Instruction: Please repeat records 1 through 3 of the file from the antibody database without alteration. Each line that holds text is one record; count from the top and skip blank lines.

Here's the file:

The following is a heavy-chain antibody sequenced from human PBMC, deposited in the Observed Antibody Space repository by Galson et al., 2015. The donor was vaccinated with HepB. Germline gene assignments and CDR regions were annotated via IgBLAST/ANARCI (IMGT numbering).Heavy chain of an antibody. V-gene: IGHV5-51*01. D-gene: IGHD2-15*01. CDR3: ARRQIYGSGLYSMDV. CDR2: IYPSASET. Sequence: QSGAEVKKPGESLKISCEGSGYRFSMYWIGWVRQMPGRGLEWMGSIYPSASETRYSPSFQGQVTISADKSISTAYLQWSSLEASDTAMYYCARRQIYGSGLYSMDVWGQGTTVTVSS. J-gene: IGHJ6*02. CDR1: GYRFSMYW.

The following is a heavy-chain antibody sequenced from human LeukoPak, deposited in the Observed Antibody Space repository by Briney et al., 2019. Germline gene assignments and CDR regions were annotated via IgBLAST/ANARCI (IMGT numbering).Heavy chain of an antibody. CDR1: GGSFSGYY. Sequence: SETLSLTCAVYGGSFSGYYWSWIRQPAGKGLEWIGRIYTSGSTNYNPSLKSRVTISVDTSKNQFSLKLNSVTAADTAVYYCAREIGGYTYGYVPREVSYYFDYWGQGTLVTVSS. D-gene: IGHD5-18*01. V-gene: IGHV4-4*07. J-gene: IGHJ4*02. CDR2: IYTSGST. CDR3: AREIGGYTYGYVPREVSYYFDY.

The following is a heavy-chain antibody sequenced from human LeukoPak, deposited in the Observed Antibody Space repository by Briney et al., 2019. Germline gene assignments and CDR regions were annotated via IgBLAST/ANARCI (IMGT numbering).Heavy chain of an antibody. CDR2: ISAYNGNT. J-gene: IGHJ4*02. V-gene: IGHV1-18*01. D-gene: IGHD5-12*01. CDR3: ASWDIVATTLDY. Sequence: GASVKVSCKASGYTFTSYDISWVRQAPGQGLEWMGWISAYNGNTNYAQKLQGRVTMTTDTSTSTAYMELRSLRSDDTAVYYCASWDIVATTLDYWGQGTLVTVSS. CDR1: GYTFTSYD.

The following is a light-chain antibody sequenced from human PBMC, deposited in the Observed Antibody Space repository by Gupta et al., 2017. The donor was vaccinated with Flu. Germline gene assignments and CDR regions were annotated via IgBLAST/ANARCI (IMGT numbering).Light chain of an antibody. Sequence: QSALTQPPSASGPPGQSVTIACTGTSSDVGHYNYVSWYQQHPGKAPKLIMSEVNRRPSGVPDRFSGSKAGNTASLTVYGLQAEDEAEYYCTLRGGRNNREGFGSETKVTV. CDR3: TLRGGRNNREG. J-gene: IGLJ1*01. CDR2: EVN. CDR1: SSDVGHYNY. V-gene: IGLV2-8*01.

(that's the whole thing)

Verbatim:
The following is a heavy-chain antibody sequenced from human PBMC, deposited in the Observed Antibody Space repository by Galson et al., 2015. The donor was vaccinated with HepB. Germline gene assignments and CDR regions were annotated via IgBLAST/ANARCI (IMGT numbering).Heavy chain of an antibody. V-gene: IGHV5-51*01. D-gene: IGHD2-15*01. CDR3: ARRQIYGSGLYSMDV. CDR2: IYPSASET. Sequence: QSGAEVKKPGESLKISCEGSGYRFSMYWIGWVRQMPGRGLEWMGSIYPSASETRYSPSFQGQVTISADKSISTAYLQWSSLEASDTAMYYCARRQIYGSGLYSMDVWGQGTTVTVSS. J-gene: IGHJ6*02. CDR1: GYRFSMYW.

The following is a heavy-chain antibody sequenced from human LeukoPak, deposited in the Observed Antibody Space repository by Briney et al., 2019. Germline gene assignments and CDR regions were annotated via IgBLAST/ANARCI (IMGT numbering).Heavy chain of an antibody. CDR1: GGSFSGYY. Sequence: SETLSLTCAVYGGSFSGYYWSWIRQPAGKGLEWIGRIYTSGSTNYNPSLKSRVTISVDTSKNQFSLKLNSVTAADTAVYYCAREIGGYTYGYVPREVSYYFDYWGQGTLVTVSS. D-gene: IGHD5-18*01. V-gene: IGHV4-4*07. J-gene: IGHJ4*02. CDR2: IYTSGST. CDR3: AREIGGYTYGYVPREVSYYFDY.

The following is a heavy-chain antibody sequenced from human LeukoPak, deposited in the Observed Antibody Space repository by Briney et al., 2019. Germline gene assignments and CDR regions were annotated via IgBLAST/ANARCI (IMGT numbering).Heavy chain of an antibody. CDR2: ISAYNGNT. J-gene: IGHJ4*02. V-gene: IGHV1-18*01. D-gene: IGHD5-12*01. CDR3: ASWDIVATTLDY. Sequence: GASVKVSCKASGYTFTSYDISWVRQAPGQGLEWMGWISAYNGNTNYAQKLQGRVTMTTDTSTSTAYMELRSLRSDDTAVYYCASWDIVATTLDYWGQGTLVTVSS. CDR1: GYTFTSYD.